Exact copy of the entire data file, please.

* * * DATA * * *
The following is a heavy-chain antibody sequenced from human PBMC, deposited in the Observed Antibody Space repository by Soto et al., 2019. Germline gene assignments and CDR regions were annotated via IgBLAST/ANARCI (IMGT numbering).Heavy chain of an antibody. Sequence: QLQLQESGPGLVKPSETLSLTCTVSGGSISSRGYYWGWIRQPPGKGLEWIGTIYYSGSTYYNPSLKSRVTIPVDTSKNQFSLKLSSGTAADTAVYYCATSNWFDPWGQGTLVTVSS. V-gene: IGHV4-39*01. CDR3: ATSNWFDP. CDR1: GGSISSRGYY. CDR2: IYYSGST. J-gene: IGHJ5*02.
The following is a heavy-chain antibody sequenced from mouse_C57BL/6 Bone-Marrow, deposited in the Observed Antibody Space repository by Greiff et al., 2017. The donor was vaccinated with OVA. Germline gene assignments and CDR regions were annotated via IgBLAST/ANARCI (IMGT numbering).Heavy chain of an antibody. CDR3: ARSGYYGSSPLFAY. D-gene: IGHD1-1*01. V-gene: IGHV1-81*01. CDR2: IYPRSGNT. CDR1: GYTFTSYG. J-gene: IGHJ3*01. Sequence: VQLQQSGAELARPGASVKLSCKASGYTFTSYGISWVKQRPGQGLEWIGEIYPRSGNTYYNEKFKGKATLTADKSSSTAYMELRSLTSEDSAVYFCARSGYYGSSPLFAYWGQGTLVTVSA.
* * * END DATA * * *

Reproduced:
The following is a heavy-chain antibody sequenced from human PBMC, deposited in the Observed Antibody Space repository by Soto et al., 2019. Germline gene assignments and CDR regions were annotated via IgBLAST/ANARCI (IMGT numbering).Heavy chain of an antibody. Sequence: QLQLQESGPGLVKPSETLSLTCTVSGGSISSRGYYWGWIRQPPGKGLEWIGTIYYSGSTYYNPSLKSRVTIPVDTSKNQFSLKLSSGTAADTAVYYCATSNWFDPWGQGTLVTVSS. V-gene: IGHV4-39*01. CDR3: ATSNWFDP. CDR1: GGSISSRGYY. CDR2: IYYSGST. J-gene: IGHJ5*02.
The following is a heavy-chain antibody sequenced from mouse_C57BL/6 Bone-Marrow, deposited in the Observed Antibody Space repository by Greiff et al., 2017. The donor was vaccinated with OVA. Germline gene assignments and CDR regions were annotated via IgBLAST/ANARCI (IMGT numbering).Heavy chain of an antibody. CDR3: ARSGYYGSSPLFAY. D-gene: IGHD1-1*01. V-gene: IGHV1-81*01. CDR2: IYPRSGNT. CDR1: GYTFTSYG. J-gene: IGHJ3*01. Sequence: VQLQQSGAELARPGASVKLSCKASGYTFTSYGISWVKQRPGQGLEWIGEIYPRSGNTYYNEKFKGKATLTADKSSSTAYMELRSLTSEDSAVYFCARSGYYGSSPLFAYWGQGTLVTVSA.